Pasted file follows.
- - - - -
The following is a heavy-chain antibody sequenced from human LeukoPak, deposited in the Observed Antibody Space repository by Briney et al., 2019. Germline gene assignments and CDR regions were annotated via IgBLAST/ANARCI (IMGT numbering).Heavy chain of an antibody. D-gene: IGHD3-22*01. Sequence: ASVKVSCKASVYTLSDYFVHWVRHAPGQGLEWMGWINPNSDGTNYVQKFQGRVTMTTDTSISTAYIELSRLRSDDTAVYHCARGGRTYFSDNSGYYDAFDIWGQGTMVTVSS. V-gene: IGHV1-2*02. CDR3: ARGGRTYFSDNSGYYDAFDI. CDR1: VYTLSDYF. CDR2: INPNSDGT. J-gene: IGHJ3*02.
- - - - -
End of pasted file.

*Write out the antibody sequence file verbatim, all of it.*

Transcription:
The following is a heavy-chain antibody sequenced from human LeukoPak, deposited in the Observed Antibody Space repository by Briney et al., 2019. Germline gene assignments and CDR regions were annotated via IgBLAST/ANARCI (IMGT numbering).Heavy chain of an antibody. D-gene: IGHD3-22*01. Sequence: ASVKVSCKASVYTLSDYFVHWVRHAPGQGLEWMGWINPNSDGTNYVQKFQGRVTMTTDTSISTAYIELSRLRSDDTAVYHCARGGRTYFSDNSGYYDAFDIWGQGTMVTVSS. V-gene: IGHV1-2*02. CDR3: ARGGRTYFSDNSGYYDAFDI. CDR1: VYTLSDYF. CDR2: INPNSDGT. J-gene: IGHJ3*02.